The last morning of the Summer School started with a practical workshop, ‘The Write Way To Blog’. Advice and tips on blogging about climate services for a non-scientific audience were shared by journalist and science communicator Sally Stevens and environmental scientist and training manager Vicky Lucas, both from the Institute for Environmental Analytics, University of Reading, UK.
Having been prepared at the start of the week to look out for inspirational presentations and speakers to feature in their blogs, delegates were briefed on the value of blogging to engage wide-ranging audiences and users with climate services research and the importance of accessible, meaningful and effective communication outside of academia.
Delegates produced a range of fascinating, readable and informative blogs and a selection will be featured online so keep an eye on http://www.jpi-climate.eu/ERA4CS
Jennifer Joy West from CICERO discussed the ethical and institutional aspects of climate services, co-production efforts in multiagency, multi-stakeholder programmes and shared the learning, challenges and examples from Africa and European contexts identifying and engaging with users and their needs, as well as explaining the key Social Sciences and Humanities approaches, the challenges to engaging SSH research perspectives and the politics of co-production in climate services projects. She explained that there can be barriers to communication with users, including different understandings of what co-production entails and how to go about it; understanding of the user-chain is vital and that sometimes the facts stand in the way of people making a difference [for climate change] to their lives. She said that trust in the form or channel of communication is important to promoting change.
The impact of climate change on tourism was highlighted by Andrea Bigano, CMCC, who first talked about how research using Copernicus Climate Change Services can support the tourism industry (which needs precise information from climates services researches because of potential losses in revenue) and tourists in adapting to the significant changes they are facing - from the reliability of snow, to water quality, extreme weather and wildfire.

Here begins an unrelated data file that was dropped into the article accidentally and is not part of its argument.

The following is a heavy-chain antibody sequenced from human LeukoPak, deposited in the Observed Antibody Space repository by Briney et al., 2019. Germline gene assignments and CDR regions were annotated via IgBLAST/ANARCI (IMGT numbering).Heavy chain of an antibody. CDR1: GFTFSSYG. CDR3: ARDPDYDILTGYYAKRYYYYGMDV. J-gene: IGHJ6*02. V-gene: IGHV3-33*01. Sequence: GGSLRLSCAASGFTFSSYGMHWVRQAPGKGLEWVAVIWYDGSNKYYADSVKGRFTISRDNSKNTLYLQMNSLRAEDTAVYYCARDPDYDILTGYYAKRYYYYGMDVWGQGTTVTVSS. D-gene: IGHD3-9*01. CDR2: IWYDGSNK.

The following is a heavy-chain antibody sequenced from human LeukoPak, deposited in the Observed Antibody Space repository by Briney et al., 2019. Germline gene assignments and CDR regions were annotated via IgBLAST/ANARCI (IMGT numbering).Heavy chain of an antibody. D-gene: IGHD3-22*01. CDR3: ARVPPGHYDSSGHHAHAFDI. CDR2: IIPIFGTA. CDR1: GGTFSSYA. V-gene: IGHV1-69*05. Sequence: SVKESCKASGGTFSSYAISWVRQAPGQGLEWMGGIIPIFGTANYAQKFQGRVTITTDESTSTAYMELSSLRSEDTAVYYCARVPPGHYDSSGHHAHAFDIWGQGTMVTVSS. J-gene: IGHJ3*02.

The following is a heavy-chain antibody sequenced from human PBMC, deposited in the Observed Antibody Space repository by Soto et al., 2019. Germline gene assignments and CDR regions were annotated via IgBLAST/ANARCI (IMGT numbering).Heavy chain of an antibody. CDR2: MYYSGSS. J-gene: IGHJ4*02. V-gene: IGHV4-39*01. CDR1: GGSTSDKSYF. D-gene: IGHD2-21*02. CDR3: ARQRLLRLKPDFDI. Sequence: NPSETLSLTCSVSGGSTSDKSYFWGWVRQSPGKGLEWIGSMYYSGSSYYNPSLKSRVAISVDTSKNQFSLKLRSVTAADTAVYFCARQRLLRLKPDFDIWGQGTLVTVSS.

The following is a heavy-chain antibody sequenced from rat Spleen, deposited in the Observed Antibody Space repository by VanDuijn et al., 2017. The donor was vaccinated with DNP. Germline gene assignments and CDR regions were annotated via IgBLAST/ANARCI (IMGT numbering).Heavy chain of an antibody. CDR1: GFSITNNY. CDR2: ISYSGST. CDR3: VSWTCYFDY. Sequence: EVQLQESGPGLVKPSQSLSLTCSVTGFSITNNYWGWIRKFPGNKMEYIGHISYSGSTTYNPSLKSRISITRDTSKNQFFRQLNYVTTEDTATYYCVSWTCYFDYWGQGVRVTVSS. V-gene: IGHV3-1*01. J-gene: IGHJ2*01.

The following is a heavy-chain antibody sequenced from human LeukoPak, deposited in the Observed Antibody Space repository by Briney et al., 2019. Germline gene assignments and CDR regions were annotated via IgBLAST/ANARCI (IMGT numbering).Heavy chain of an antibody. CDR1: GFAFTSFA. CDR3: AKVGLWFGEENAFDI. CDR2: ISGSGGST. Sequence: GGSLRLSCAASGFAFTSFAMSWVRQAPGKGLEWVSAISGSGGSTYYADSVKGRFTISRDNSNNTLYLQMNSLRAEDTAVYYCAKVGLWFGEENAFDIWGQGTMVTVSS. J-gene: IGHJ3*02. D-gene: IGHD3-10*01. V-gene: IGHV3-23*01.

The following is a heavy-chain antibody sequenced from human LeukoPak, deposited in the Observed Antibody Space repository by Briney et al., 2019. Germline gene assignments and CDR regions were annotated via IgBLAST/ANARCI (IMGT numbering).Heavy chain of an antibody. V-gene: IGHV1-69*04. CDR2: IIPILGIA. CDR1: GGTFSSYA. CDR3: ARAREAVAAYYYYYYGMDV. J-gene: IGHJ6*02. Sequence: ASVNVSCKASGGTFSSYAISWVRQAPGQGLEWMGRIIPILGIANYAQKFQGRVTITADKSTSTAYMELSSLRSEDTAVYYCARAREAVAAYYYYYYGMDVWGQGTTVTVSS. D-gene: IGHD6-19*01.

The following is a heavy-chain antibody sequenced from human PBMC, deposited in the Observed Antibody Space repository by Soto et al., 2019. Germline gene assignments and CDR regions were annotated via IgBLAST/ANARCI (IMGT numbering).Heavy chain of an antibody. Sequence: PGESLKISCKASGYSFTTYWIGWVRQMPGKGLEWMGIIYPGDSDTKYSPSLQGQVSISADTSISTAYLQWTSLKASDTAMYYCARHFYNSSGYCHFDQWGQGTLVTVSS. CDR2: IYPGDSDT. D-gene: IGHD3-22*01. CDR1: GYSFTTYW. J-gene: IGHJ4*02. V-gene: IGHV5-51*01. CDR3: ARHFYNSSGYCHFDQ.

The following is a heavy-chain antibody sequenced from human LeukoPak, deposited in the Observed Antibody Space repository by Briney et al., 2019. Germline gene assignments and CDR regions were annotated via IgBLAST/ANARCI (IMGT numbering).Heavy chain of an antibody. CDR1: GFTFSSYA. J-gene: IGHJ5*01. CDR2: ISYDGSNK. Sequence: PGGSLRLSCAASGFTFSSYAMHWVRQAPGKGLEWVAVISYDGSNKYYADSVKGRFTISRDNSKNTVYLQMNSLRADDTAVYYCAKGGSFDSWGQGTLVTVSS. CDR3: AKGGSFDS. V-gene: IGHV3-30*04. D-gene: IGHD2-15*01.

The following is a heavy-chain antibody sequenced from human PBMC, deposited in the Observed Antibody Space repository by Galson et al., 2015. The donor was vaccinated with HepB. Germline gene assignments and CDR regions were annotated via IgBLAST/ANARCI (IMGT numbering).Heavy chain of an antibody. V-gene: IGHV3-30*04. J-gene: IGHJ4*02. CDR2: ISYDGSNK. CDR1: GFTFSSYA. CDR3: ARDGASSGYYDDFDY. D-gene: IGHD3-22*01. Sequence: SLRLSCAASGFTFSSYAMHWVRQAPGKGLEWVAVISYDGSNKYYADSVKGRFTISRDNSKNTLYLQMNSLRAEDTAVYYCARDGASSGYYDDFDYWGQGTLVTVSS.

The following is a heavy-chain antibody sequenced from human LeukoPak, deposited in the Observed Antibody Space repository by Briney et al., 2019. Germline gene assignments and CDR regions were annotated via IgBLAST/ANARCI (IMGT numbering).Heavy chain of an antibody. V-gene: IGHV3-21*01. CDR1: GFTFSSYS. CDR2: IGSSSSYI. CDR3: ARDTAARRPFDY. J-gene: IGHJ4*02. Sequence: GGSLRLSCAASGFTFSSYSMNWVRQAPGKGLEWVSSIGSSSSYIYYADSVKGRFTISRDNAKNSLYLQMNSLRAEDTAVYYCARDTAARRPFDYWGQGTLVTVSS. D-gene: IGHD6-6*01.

In a second presentation he went on to discuss the importance of research for users into changing energy demands – for example, the number of days people will want to cool down their home (CDD) and the number of days people will want to heat it up (HDD) – and how climate services research needs to provide better tailored, more efficient and accurate data to help plan for changes in energy supply and demand and improved resilience.
The central theme of Giorgi Mukhigulishvili, from the think tank World Experience For Georgia, was climate change impact and sustainable mitigation actions in Georgia. He began his presentation with an inspiring video profile of Georgia and gave insights into climate policies and disaster risk reduction measures in the face of the increasing frequency of natural disasters in Georgia, such as mudflows, floods, droughts, avalanches, strong winds and forest fires. Preserving the traditional ‘holy’ or ‘icon’ forests of Georgia is a priority and as the developing country seeks to establish itself following the 2008 war, climate mitigation and sustainable development are seen as an opportunity to support its energy, tourism and telecommunications industries, its infrastructure and economy.
The day closed with a lively group discussion over coffee and cake (and some rather lovely Georgian wine thanks to Giorgi) joined by Dr Mara Manente, Director of CISET, the International Center of Studies on Tourism Economics linked to the University Ca’ Foscari of Venice. Debate centred on the tourism industry with delegates relating the presentations to their research involving sea ice temperatures (cruise industry), conflict between the demands of tourists and respect for communities (Africa) and supporting tourists to have a better experience by providing personal alerts about weather conditions and health implications (ClimApp).
The ERA4CS Climates Services Summer School was hailed a success by the 22 delegates from universities across Europe and around the world – including Africa, Guatemala, Mexico and Sri Lanka and representing a broad range of climate services research - who were all presented with completion certificates.